The mayor of Bogota has recently proposed a pilot scheme with crack cocaine addicts to explore the substitution of crack made of cocaine base paste (or bazuco as it is called in Colombia) by marijuana. The substitution treatment plan will include 15 problematic users from the marginalized Bronx area who are already receiving health assistance of the CAMAD operating in that sector of the city. The treatment will last approximately eight months, after which the results will be evaluated.
São Paulo's Cracolândia has been here for 15 years. Its population hovered around 1,500. The city recently took over a collection of flophouses around Cracolândia – businesses whose clientele had fled along with most regular commerce in the neighbourhood – and set 400 addicts up in long-term accommodation. They also pitched a big tent on the edge of the fluxo, the shifting mattress camp on the streetcorner where addicts squat, hung up the Braços Abertos (Open Arms) banner and deployed an army of social workers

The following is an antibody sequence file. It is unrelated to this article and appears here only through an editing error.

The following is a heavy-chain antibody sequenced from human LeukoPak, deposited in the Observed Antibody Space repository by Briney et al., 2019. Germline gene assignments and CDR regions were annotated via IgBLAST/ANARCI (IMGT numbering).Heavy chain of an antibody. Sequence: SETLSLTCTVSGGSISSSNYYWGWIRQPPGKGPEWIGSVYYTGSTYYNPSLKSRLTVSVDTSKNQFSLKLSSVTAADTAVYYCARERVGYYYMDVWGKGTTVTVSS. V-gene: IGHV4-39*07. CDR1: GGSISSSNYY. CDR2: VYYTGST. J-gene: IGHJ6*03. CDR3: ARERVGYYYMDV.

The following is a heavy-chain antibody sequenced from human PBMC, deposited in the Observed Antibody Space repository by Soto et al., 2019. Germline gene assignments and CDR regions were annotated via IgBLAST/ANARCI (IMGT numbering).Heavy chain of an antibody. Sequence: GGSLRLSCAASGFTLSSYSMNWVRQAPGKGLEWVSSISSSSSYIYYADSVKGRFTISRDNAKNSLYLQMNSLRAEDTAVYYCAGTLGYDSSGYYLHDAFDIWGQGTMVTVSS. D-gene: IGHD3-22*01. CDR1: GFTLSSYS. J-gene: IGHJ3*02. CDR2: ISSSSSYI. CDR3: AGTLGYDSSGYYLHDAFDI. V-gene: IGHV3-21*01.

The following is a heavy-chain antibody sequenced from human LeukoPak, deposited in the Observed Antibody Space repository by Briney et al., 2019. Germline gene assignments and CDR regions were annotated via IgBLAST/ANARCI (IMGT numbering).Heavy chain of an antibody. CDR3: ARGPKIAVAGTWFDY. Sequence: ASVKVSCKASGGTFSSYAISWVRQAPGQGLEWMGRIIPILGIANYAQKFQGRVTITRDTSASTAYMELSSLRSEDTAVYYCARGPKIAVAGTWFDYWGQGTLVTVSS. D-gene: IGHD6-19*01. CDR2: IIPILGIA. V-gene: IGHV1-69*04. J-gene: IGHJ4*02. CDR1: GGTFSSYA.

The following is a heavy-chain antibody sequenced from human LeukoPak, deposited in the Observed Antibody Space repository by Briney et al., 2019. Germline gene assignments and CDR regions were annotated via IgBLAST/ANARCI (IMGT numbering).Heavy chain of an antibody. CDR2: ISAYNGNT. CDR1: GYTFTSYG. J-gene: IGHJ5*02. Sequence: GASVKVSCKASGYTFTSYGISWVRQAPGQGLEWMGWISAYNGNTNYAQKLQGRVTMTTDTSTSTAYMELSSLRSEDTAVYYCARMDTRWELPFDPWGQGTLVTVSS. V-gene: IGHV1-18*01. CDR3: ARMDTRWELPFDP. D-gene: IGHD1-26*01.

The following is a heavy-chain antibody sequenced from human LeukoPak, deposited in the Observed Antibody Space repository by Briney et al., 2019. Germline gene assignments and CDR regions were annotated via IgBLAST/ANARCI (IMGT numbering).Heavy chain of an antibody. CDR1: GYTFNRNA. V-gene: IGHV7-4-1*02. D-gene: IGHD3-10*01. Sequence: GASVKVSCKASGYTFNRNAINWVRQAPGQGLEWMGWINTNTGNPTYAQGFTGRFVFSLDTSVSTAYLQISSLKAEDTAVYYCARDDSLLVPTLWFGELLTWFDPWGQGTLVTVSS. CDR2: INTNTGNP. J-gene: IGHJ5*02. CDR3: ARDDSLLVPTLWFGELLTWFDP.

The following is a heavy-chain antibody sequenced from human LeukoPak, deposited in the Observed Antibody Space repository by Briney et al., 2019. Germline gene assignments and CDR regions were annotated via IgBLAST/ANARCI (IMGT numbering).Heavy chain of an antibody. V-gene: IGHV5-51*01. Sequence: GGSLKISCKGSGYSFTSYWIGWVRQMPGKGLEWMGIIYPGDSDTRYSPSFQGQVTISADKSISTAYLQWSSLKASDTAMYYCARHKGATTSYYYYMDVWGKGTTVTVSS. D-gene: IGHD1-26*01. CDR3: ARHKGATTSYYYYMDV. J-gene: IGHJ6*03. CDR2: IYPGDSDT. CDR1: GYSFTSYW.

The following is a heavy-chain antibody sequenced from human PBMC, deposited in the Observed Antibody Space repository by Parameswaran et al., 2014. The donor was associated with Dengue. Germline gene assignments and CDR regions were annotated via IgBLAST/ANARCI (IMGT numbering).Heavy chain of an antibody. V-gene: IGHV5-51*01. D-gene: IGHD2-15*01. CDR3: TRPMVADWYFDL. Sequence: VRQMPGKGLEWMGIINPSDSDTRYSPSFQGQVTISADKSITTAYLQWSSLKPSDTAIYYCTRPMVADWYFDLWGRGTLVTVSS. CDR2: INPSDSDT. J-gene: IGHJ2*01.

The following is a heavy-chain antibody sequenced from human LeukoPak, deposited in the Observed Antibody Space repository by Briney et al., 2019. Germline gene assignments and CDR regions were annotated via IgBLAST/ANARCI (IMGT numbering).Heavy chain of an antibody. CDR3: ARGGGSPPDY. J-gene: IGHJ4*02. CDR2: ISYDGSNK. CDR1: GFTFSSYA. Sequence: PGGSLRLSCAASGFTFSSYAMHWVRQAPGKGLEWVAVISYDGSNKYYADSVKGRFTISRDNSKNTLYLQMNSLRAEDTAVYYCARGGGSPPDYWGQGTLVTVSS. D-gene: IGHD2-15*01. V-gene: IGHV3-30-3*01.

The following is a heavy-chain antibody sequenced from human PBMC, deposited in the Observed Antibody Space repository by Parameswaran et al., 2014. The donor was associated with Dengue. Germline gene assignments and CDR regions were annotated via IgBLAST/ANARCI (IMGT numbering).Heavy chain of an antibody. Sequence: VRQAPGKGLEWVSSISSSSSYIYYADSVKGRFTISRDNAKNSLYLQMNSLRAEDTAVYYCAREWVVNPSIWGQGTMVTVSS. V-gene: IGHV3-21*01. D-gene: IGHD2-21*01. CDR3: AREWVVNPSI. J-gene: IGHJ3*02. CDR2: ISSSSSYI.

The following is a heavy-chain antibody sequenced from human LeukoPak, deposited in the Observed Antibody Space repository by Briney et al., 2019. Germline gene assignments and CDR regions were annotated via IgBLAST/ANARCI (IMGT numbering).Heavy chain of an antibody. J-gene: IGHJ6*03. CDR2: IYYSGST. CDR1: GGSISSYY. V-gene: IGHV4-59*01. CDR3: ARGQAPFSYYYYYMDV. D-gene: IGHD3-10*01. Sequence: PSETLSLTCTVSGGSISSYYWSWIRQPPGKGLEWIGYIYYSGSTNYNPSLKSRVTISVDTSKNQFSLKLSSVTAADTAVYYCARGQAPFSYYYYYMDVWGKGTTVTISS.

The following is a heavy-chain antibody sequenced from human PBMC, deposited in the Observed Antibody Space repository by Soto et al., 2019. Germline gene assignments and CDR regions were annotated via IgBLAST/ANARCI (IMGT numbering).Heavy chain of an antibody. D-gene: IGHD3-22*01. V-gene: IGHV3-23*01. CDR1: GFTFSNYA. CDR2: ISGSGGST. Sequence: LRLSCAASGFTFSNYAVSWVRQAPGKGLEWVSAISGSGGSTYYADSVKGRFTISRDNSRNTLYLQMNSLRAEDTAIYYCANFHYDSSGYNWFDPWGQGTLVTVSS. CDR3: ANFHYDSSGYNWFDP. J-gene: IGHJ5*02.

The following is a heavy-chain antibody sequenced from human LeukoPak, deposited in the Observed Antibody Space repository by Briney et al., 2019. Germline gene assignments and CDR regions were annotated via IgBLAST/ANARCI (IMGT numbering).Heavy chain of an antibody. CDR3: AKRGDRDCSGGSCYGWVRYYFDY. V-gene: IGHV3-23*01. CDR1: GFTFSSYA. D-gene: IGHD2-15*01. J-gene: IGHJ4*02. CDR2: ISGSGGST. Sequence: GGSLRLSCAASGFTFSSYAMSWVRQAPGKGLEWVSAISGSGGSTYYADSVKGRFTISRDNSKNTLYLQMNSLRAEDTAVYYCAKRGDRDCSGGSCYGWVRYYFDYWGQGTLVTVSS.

On a mild winter morning in São Paulo, two dozen people pick up brooms and rubbish bins from a warehouse. They wear blue jumpsuits with a De Braços Abertos (With Open Arms) logo, referring to a controversial new programme for crack cocaine addicts, and set off to sweep streets in the city centre.
Authorities say crack use has dropped 80 percent in São Paulo's notorious "Crackland" district since the implementation of With Open Arms ("De Braços Abertos"), a government-sponsored drug treatment program initiated in January 2014, reported a municipal government office in São Paulo. But there are reasons to doubt the initiative's reported success.